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Home » The Papers: Russell Brand Allegations And ‘crisis-Hit NHS’

The Papers: Russell Brand Allegations And ‘crisis-Hit NHS’

Image caption, Most of Sunday’s papers focus on the allegations made against Russel Brand of rape, sexual assault and emotional abuse. The allegations were made in a joint investigation by the Sunday Times, the Times and Channel 4’s Dispatches and relate to a seven-year period at the height of his fame. Brand has denied the allegations and said his relationships have been “always consensual”.

Image caption, The Sunday Telegraph also focuses on the story. As well as reporting on the allegations, it says Brand was greeted with a standing ovation when he stepped on stage at Wembley Park Theatre on Saturday evening, and told the audience “there are a lot of things I want to talk about, I can’t talk about”. The paper also reports on apparent tensions within the Conservative Party, with former prime minister Liz Truss saying that her successor Rishi Sunak has spent £35bn more than she would have as PM.

Image caption, The allegations against Brand also dominate the front page of the Sunday Mirror, which reports that he sent a taxi to pick up a 16-year-old girl from school for sex.

Image caption, The Mail on Sunday also reports on the allegations, saying Brand has been accused of rape and “grooming” a 16-year-old. It reports that he “brazenly” took the stage at his show on Saturday evening.

Image caption, It’s a similar story on the front page of the Sunday People, which – like other papers – includes a screenshot of the denial Brand issued on his YouTube channel on Friday.

Image caption, The Sun on Sunday describes the allegations as a “bombshell”.

Image caption, Meanwhile, issues within the NHS are the focus of the lead story on the Sunday Express, which says that “almost a million patients” will have resorted to private healthcare by the end of the year as waiting lists within the health service reach record levels. It also says that a quarter of people asked in a survey said they do not believe the NHS will be around for its 100th birthday in 2048.

Image caption, And the Daily Star Sunday reports on a study which claims that young people are staying away from work because they fear the apocalypse. “Whatever happened to just having a dicky tummy?” the papers asks.

Many of Sunday’s papers lead with what the Sun on Sunday calls the “bombshell allegations” about Russell Brand. The Sunday Times describes him as an alleged “sex predator who hid in plain sight”, saying rumours of “sinister behaviour” were “said to have been an open secret” in the industry.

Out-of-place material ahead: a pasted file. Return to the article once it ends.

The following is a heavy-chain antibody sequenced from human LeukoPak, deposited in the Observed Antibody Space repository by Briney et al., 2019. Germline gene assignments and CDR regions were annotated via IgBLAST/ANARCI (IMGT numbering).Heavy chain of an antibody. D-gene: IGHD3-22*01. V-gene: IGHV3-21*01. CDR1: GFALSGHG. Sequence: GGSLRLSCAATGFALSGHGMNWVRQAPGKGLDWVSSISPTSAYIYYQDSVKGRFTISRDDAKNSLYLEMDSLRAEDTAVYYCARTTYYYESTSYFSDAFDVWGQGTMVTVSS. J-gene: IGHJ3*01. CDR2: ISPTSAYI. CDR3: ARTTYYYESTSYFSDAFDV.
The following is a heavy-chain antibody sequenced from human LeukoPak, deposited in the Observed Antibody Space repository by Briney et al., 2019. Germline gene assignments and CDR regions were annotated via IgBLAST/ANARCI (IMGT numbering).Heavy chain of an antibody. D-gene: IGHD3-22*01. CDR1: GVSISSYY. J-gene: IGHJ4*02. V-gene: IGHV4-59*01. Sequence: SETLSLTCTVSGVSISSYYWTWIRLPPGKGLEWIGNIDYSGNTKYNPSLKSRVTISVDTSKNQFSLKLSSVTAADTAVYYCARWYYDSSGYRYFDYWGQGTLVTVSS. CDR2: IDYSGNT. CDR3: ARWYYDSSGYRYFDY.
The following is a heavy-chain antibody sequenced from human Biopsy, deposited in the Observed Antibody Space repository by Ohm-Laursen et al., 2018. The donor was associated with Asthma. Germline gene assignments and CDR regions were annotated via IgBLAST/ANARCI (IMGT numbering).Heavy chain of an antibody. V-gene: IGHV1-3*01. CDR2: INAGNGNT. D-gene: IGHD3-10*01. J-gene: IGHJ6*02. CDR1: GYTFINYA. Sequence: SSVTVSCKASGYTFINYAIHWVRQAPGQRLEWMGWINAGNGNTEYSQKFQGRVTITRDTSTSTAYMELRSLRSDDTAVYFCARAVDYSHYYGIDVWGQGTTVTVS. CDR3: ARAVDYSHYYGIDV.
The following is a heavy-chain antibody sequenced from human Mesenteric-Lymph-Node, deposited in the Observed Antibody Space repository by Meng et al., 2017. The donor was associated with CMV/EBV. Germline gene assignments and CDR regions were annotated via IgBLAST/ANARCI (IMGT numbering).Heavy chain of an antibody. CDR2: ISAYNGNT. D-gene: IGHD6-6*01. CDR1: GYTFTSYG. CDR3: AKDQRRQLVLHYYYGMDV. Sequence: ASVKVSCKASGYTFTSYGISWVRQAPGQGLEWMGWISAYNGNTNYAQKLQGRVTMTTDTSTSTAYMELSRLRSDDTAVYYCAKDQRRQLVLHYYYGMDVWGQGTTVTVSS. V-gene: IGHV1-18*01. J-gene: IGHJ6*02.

One woman tells the paper that when she was 16, the comedian called for a taxi to pick her up from school and take her to his home. She says the driver recognised the destination and begged her not to go inside. Another woman describes Russell Brand’s eyes turning “black, like the devil” when he allegedly sexually assaulted her.

According to the Mail on Sunday, on Saturday evening he “brazenly took to the stage” for his stand-up show in London. The paper says that when the comedian spotted a man in the audience who resembled him, he joked “that might come in handy”. Russell Brand strongly denies the claims against him.

The Sunday Telegraph previews what it describes as Liz Truss’s “first major intervention on the economy since she was ousted from office”. It says that, in a speech on Monday, she will claim that Rishi Sunak has spent £35bn more than she would have as prime minister. It says she’ll suggest her successor was wrong to “throw money at areas of the public sector”, such as the NHS and schools.

The paper says the “attack” is “likely to reignite debate about whether the government should pursue immediate spending reductions”. Cabinet sources tell the Telegraph the prime minister would have to find savings to deliver tax cuts before the next election.

The Mail on Sunday reports that the government is shutting down Confucius Institutes – which provide UK schools with Chinese-language teachers. It says the education secretary, Gillian Keegan, has agreed to the move, on the condition that the teachers are replaced by staff from Taiwan. According to the paper, there is “unease about the extent to which the tentacles of the Chinese Communist Party could be reaching into classrooms”, after a parliamentary researcher was arrested on suspicion of spying for Beijing.

“Knife horror” is the headline in the Sunday Mirror. It has obtained figures from half of the 43 police forces in England and Wales. They show that – in the past four academic years – nearly 500 children aged 11 and under have been caught with knives. The paper says children as young as four are bringing them to school.

The shadow foreign secretary, David Lammy, tells the Observer that a Labour government would hold regular meetings with the European Union. He says the UK is “isolated and missing”, and needs to get back to playing a leading role in world affairs. But he insists his party wouldn’t attempt to take Britain back into the EU single market or customs union. The paper says Labour’s plans represent a “major reset of British foreign policy”.

The Sunday Mirror reports the results of a survey by Marks and Spencer, which suggests that 8% of shoppers spend at least 15 minutes picking a wine. But it says that rises to 14% cent in the North East of England. The paper declares that “Geordies are the top vino lovers in the UK”.